Joe: Thanks sooo much for following up for Dawn. I love this about your team, you cover for each other and share your knowledge so generously. I'm really grateful. If this cut of meat were purchased in the future, and I cut it up in chunks to marinate it, and I then chose to saute it, my instinct tells me to cook it rare at that point. Is this the right conclusion? I'm just curious, because I want to master pot roast for sure, but to me marinating would be done with a more tender cut of meat, like sirloin steak or the less tender flank steak. Since the top of the round was what my mother used, it's what I grew up with. But I think it could much more flavorful if used with the shoulder or chuck that you teach about. You're just giving me another adventure to travel. I'll let you know how this turns out. Your suggestion to roast it and then cut it up, and let the roast re-absorb the liquids sounds about right. I'll do that later today. It's 2:45 a.m. here. The snow is falling, 15 inches is expected. A true North Easter.........be well. Always, Leah
  • Dawn T Rouxbe Staff
    Dawn T
    Okay I am back, it was my mom's 81st birthday and I took her a bunch of meals that I had made...one of which happened to be a pot roast...and also a milk-braised pork. My mom also did pot roasts with top rounds, the result was always something really good...however if made with a beef chuck/shoulder the result is simply fantastic! Joe's suggestions are bang on with making it a day in advance. As for marinating, if you are using dry-heat you could cook it less. But keep in mind, marinating is not always done only for more tender cuts of meat. It is often used for tougher cuts to tenderize and add flavor. In fact, I often marinate the meat I am using in a stew. Here is another example of this. This dish uses lamb shoulder chops, and it's delicious! http://rouxbe.com/recipes/283/preview Good luck with the snow, sounds like you are cooking the perfect food for the weather! Hope this helps!
  • Leah E
    Leah E
    Dawn: Thanks so much for sharing your thoughts about pot roast. Your mother is so very blessed in having your support and delicious food preparations. Wow, I'm salivating already. I hear you loud and clear, chuck/shoulder from now on. I do have a frew shoulder lamb chops in the freezer so maybe that's my next lesson. Thanks so much for the link. The snow did come, not quite as deep as predicted, since I live on the coast near the water. Inland, they were inundated. Have a lovely evening. Thank you Dawn for all you do. Best wishes, Leah
  • Patrick O
    Patrick O
    HI everyone, Dawn's recommendation of a glass (or 2??) of red wine is spot on! As pot roasted beef is quite rich with robust flavours, a wine with the same character works very well. Wines from Southern Rhone (France) are amongst my favourites. These range from a village level Cotes du Rhone all the way up to a classic Chateauneuf-du-Pape if you really want to impress. Other appellations in southern Rhone worth looking for are Lirac, Gigondas, and Vacqueyras. Cheers!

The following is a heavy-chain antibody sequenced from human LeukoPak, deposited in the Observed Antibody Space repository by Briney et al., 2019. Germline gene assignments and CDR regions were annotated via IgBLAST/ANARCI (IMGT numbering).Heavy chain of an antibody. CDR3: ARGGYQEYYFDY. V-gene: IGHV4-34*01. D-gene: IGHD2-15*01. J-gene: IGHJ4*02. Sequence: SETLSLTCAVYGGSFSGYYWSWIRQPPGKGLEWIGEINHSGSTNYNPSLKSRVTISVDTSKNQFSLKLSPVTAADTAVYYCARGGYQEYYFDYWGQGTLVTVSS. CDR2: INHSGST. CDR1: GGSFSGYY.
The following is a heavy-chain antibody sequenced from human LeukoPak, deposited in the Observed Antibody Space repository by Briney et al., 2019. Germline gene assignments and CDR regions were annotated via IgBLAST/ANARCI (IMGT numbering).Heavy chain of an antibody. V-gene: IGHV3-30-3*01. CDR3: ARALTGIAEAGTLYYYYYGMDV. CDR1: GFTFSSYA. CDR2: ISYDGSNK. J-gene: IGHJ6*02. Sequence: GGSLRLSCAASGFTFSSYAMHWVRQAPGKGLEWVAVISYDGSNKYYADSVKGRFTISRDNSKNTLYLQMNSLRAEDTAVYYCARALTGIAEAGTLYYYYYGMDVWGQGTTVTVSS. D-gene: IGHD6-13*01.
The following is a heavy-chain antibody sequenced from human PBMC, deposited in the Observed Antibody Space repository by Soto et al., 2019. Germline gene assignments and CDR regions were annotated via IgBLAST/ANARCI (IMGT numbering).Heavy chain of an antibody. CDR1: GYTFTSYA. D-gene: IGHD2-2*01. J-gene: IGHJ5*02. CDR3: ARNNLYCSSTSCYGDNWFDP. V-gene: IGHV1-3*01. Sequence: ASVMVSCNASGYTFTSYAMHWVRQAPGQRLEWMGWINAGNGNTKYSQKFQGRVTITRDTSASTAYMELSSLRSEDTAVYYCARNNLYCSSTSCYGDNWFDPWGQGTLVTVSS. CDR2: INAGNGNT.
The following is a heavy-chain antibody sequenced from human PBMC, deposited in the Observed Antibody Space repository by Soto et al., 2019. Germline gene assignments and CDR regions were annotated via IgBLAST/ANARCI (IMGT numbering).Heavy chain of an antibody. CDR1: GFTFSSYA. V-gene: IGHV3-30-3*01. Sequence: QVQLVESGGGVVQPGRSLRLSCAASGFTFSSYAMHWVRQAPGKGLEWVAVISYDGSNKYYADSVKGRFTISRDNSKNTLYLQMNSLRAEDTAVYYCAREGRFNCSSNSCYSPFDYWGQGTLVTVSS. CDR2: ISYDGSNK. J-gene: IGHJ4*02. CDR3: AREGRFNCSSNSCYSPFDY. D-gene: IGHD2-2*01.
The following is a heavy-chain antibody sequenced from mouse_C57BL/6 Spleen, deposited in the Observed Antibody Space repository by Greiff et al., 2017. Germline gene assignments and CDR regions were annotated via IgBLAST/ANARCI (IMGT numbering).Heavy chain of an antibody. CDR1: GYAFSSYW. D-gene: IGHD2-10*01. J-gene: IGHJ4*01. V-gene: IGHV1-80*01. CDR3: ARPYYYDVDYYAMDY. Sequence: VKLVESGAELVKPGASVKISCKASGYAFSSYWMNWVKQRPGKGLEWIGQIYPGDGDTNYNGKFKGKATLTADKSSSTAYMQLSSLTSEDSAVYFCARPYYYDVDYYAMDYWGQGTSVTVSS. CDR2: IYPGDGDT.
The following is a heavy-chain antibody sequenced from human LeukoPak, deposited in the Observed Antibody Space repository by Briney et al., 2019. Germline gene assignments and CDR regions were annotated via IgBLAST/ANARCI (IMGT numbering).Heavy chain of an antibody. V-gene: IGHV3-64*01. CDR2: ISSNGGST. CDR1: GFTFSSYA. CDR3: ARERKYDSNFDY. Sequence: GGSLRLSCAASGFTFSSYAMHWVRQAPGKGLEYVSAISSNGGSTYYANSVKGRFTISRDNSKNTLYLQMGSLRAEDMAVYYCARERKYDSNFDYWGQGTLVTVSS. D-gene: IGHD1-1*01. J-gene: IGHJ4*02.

• Ada H
    Ada H
    Hola a todos, este espacio esta lindo y estoy disfrutando mis habilidades con las tecnicas que ustedes me dan. Hice panes por mucho tiempo, pero el viernes pasado hice con las tecnicas de la primera leccion y me salieron fantasticas, tanto que me han pedido para mañana y servire con pot roast para un grupo de 40 personas. Gracias por los consejos, en este momento tengo marinando 25 libras de chuck shoulder en red wine, onion y garlic y por su puesto con aji panca peruano. Mi pregunta, cuanto tiempo y a que temperatura necesito para optener una carne tierna y suculenta? Escribo en español porque se me hace dificil escribir el ingles, pero leo perfectamente. Gracias por la ayuda Ada
  • Faye C
    Faye C
    Parsnip are not found in my fridge. Could i sub some more carrots or turnips?
  • Dawn T Rouxbe Staff
    Dawn T
    Indeed you can use whatever you like. If you haven't already done so, you may want to watch the lesson on Pot Roasting. Here you will find more info on this. Cheers!
  • Omar E
    Omar E
    A few questions (I am making a pot roast the coming Friday for friends): - I have a boneless rib roast (there seems to be some fat and connective tissue) ... would that work or oven roasting is better? - Is cooking the pot roast two days in advance less optimal than cooking it a day in advance? - If I season and sear the meat one day and then pot roast it the next, might that effect optimal flavor?
  • Leah E
    Leah E
    Omar: I would not use an expensive rib roast for a pot roast preparation. Rib roasts are a more tender cut of meat and should be roasted to your preference, rare, medium rare, etc. Review the courses on combination cooking and braising mentioned above. Its very helpful and beautifully produced. If you don't want to roast the beef, cut it into steaks, eitiher is delicious and your guests would love it too. Let us know what you decide to do. Have a great week. Leah Eselgroth
  • Dawn T Rouxbe Staff
    Dawn T
    A quality rib roast is usually cooked using a dry heat cooking method, such as roasting. It is already a tender cut of meat and will not benefit much from pot roasting. Cheaper cuts are often reserved for pot roasting because they are tougher and need the slow cooking time to break down the tissue. I'm not sure of the advantage of searing the meat ahead of time, as it doesn't take very long to get the pot roast started. Doing it all at the same time will also save on clean up time. If you choose to sear beforehand, for food safety reasons you need to make sure it is properly cooled and stored in the refrigerator. This is another reason why we recommend searing the day of. You can cook the pot roast a couple of days in advance and it will be fine. Cheers!